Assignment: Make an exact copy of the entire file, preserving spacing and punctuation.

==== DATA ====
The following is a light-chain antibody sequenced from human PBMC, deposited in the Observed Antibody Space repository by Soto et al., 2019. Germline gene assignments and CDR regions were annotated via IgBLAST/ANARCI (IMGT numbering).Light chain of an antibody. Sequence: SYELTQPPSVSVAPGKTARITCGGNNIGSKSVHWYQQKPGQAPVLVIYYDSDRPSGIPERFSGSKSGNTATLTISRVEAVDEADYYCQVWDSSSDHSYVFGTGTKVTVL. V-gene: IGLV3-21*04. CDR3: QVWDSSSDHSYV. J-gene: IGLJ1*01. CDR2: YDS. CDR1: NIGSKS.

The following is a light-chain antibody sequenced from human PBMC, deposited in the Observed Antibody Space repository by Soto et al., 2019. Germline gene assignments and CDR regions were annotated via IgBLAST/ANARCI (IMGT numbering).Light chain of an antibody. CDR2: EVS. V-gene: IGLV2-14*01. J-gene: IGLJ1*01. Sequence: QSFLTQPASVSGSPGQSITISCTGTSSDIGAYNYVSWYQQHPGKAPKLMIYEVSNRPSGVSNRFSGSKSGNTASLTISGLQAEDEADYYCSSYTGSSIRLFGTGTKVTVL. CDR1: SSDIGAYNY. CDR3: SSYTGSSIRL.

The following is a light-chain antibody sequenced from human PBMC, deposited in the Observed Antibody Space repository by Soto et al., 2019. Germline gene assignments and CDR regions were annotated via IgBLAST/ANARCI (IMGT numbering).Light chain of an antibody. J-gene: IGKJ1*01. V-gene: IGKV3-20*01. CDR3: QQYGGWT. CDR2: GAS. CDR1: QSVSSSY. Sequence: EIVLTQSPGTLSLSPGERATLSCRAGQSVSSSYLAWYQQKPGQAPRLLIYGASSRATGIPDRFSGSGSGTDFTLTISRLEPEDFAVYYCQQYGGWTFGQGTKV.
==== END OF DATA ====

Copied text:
The following is a light-chain antibody sequenced from human PBMC, deposited in the Observed Antibody Space repository by Soto et al., 2019. Germline gene assignments and CDR regions were annotated via IgBLAST/ANARCI (IMGT numbering).Light chain of an antibody. Sequence: SYELTQPPSVSVAPGKTARITCGGNNIGSKSVHWYQQKPGQAPVLVIYYDSDRPSGIPERFSGSKSGNTATLTISRVEAVDEADYYCQVWDSSSDHSYVFGTGTKVTVL. V-gene: IGLV3-21*04. CDR3: QVWDSSSDHSYV. J-gene: IGLJ1*01. CDR2: YDS. CDR1: NIGSKS.

The following is a light-chain antibody sequenced from human PBMC, deposited in the Observed Antibody Space repository by Soto et al., 2019. Germline gene assignments and CDR regions were annotated via IgBLAST/ANARCI (IMGT numbering).Light chain of an antibody. CDR2: EVS. V-gene: IGLV2-14*01. J-gene: IGLJ1*01. Sequence: QSFLTQPASVSGSPGQSITISCTGTSSDIGAYNYVSWYQQHPGKAPKLMIYEVSNRPSGVSNRFSGSKSGNTASLTISGLQAEDEADYYCSSYTGSSIRLFGTGTKVTVL. CDR1: SSDIGAYNY. CDR3: SSYTGSSIRL.

The following is a light-chain antibody sequenced from human PBMC, deposited in the Observed Antibody Space repository by Soto et al., 2019. Germline gene assignments and CDR regions were annotated via IgBLAST/ANARCI (IMGT numbering).Light chain of an antibody. J-gene: IGKJ1*01. V-gene: IGKV3-20*01. CDR3: QQYGGWT. CDR2: GAS. CDR1: QSVSSSY. Sequence: EIVLTQSPGTLSLSPGERATLSCRAGQSVSSSYLAWYQQKPGQAPRLLIYGASSRATGIPDRFSGSGSGTDFTLTISRLEPEDFAVYYCQQYGGWTFGQGTKV.